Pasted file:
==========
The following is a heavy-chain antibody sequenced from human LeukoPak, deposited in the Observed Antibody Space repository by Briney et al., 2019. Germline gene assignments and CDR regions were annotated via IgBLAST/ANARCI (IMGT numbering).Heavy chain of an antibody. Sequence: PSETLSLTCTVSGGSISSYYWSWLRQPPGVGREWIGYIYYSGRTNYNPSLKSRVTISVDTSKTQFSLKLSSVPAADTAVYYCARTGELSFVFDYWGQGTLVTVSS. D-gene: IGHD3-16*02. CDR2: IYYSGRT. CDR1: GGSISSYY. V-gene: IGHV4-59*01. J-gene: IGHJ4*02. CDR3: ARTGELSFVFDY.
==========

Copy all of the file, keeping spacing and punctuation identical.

The following is a heavy-chain antibody sequenced from human LeukoPak, deposited in the Observed Antibody Space repository by Briney et al., 2019. Germline gene assignments and CDR regions were annotated via IgBLAST/ANARCI (IMGT numbering).Heavy chain of an antibody. Sequence: PSETLSLTCTVSGGSISSYYWSWLRQPPGVGREWIGYIYYSGRTNYNPSLKSRVTISVDTSKTQFSLKLSSVPAADTAVYYCARTGELSFVFDYWGQGTLVTVSS. D-gene: IGHD3-16*02. CDR2: IYYSGRT. CDR1: GGSISSYY. V-gene: IGHV4-59*01. J-gene: IGHJ4*02. CDR3: ARTGELSFVFDY.